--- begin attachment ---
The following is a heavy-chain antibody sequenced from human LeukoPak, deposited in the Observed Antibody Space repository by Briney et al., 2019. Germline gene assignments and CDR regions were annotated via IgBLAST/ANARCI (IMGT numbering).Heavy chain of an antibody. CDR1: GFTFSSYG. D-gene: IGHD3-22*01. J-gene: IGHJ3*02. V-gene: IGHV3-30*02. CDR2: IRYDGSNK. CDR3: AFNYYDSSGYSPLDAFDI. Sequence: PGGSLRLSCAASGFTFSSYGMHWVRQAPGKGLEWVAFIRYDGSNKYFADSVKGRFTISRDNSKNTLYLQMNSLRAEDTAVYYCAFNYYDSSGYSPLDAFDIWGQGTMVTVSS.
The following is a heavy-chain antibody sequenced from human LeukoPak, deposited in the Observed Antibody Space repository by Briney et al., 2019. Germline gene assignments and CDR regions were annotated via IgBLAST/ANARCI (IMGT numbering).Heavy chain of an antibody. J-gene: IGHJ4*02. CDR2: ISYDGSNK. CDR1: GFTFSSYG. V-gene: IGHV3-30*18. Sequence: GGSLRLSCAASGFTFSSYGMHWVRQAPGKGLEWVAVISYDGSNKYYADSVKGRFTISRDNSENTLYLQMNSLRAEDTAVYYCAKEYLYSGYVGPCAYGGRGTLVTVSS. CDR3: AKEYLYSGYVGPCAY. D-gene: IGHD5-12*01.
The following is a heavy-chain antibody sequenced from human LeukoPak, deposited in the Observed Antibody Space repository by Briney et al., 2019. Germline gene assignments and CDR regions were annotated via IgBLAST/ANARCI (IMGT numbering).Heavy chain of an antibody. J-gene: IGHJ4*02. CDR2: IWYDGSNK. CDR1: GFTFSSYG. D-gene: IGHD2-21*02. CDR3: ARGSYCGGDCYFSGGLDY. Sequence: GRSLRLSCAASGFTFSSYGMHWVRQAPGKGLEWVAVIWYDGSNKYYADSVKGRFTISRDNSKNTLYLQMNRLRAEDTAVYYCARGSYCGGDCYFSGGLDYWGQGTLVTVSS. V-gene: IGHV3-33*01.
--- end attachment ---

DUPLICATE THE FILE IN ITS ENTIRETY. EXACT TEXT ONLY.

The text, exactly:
The following is a heavy-chain antibody sequenced from human LeukoPak, deposited in the Observed Antibody Space repository by Briney et al., 2019. Germline gene assignments and CDR regions were annotated via IgBLAST/ANARCI (IMGT numbering).Heavy chain of an antibody. CDR1: GFTFSSYG. D-gene: IGHD3-22*01. J-gene: IGHJ3*02. V-gene: IGHV3-30*02. CDR2: IRYDGSNK. CDR3: AFNYYDSSGYSPLDAFDI. Sequence: PGGSLRLSCAASGFTFSSYGMHWVRQAPGKGLEWVAFIRYDGSNKYFADSVKGRFTISRDNSKNTLYLQMNSLRAEDTAVYYCAFNYYDSSGYSPLDAFDIWGQGTMVTVSS.
The following is a heavy-chain antibody sequenced from human LeukoPak, deposited in the Observed Antibody Space repository by Briney et al., 2019. Germline gene assignments and CDR regions were annotated via IgBLAST/ANARCI (IMGT numbering).Heavy chain of an antibody. J-gene: IGHJ4*02. CDR2: ISYDGSNK. CDR1: GFTFSSYG. V-gene: IGHV3-30*18. Sequence: GGSLRLSCAASGFTFSSYGMHWVRQAPGKGLEWVAVISYDGSNKYYADSVKGRFTISRDNSENTLYLQMNSLRAEDTAVYYCAKEYLYSGYVGPCAYGGRGTLVTVSS. CDR3: AKEYLYSGYVGPCAY. D-gene: IGHD5-12*01.
The following is a heavy-chain antibody sequenced from human LeukoPak, deposited in the Observed Antibody Space repository by Briney et al., 2019. Germline gene assignments and CDR regions were annotated via IgBLAST/ANARCI (IMGT numbering).Heavy chain of an antibody. J-gene: IGHJ4*02. CDR2: IWYDGSNK. CDR1: GFTFSSYG. D-gene: IGHD2-21*02. CDR3: ARGSYCGGDCYFSGGLDY. Sequence: GRSLRLSCAASGFTFSSYGMHWVRQAPGKGLEWVAVIWYDGSNKYYADSVKGRFTISRDNSKNTLYLQMNRLRAEDTAVYYCARGSYCGGDCYFSGGLDYWGQGTLVTVSS. V-gene: IGHV3-33*01.